The benefits of a credit rating include the potential to negotiate lower energy prices and improved credit terms for future power purchasing needs, PCE noted in a May 6 news release. “This credit rating assures regulators and legislators that PCE’s financial strength is sound and, in light of PG&E’s bankruptcy filing, the CCA business model provides a stable framework for serving customers and advancing the state’s low carbon energy future,” PCE said.

PCE provides Community Choice Aggregation (CCA) service to all cities and unincorporated areas in San Mateo County and is the second aggregator in California to be assigned a credit rating by Moody’s in the past year. MCE, which serves 34 communities across four Bay Area counties (Napa, Marin, Contra Costa, and Solano), obtained a Baa2 Issuer Rating in May 2018. Moody’s Issuer Rating is an independent assessment of the ability of entities to honor senior unsecured financial obligations and contracts.

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About CalCCA
Launched in 2016, the California Community Choice Association (CalCCA) represents California’s community choice electricity providers before the state Legislature and at regulatory agencies, advocating for a level playing field and opposing policies that unfairly discriminate against CCAs and their customers. There are currently 19 operational CCA programs in California serving approximately 10 million customers.

For more information about CalCCA visit www.cal-cca.org.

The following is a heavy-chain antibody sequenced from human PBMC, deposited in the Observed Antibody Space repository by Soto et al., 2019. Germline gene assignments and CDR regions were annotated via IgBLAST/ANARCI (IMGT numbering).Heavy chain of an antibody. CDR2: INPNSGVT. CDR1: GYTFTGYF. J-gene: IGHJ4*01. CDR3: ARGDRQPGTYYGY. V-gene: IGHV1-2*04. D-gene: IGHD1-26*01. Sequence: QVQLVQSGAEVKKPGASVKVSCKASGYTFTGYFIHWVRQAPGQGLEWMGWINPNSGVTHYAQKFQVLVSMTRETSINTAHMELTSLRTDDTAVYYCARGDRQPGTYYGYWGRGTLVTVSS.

California’s New 2030 Energy Plan Relies on CCAs to Procure 10,000 MW to Meet Climate Goals

FOR IMMEDIATE RELEASE: April 30, 2019
Press Contact: Leora Broydo Vestel
(415) 999-4757 | leora@cal-cca.org

California’s New 2030 Energy Plan Relies on CCAs to Procure 10,000 MW to Meet Climate Goals
CCAs Receive Vote of Confidence as State Transitions to ‘Electric Sector of the Future’

Concord, Calif. – The California Public Utilities Commission (CPUC) on April 25 unanimously approved a new plan for achieving ambitious greenhouse gas emissions reduction targets within California’s electric sector, primarily relying on Community Choice Aggregators (CCAs) to procure the new clean energy resources the state needs over the next decade to meet its climate goals.

The CPUC’s approval of an “Integrated Resource Plan,” or IRP, represents a major vote of confidence in the critical role CCAs are playing in California’s rapidly evolving energy system.

“The new IRP reflects a seismic shift in procurement responsibility to CCAs as customer load continues to migrate from Investor-Owned Utilities to local, not-for-profit community choice energy programs,” said Beth Vaughan, executive director of the California Community Choice Association (CalCCA). “The plan shows CCAs are committed to advancing new, cost-effective, clean energy resources at the scale and speed California requires.”

The IRP lays out the optimal portfolio of energy supply- and demand-side resources California will need to comply with Senate Bill (SB) 350, which established a 2030 greenhouse gas emissions reduction target of 40 percent below 1990 levels. SB 350 stipulates that the optimal portfolio must ensure reliable electricity at the lowest cost to ratepayers.

Under the CPUC-approved plan, CCAs will be responsible for about 90 percent of the energy procurement that will be needed by 2030 to meet the SB 350 target. Aggregators plan to make long-term investments in more than 10,000 Megawatts (MW) of new clean energy resources including solar, wind, geothermal and energy storage by 2030, while Investor-Owned Utilities (IOUs) and commercial Energy Service Providers (ESPs) plan to invest in approximately 1,000 MW of new resources combined (see bar graph below). CCAs are the load-serving entities (LSEs) “with the vast majority of planned new resource purchases through 2030,” the CPUC said.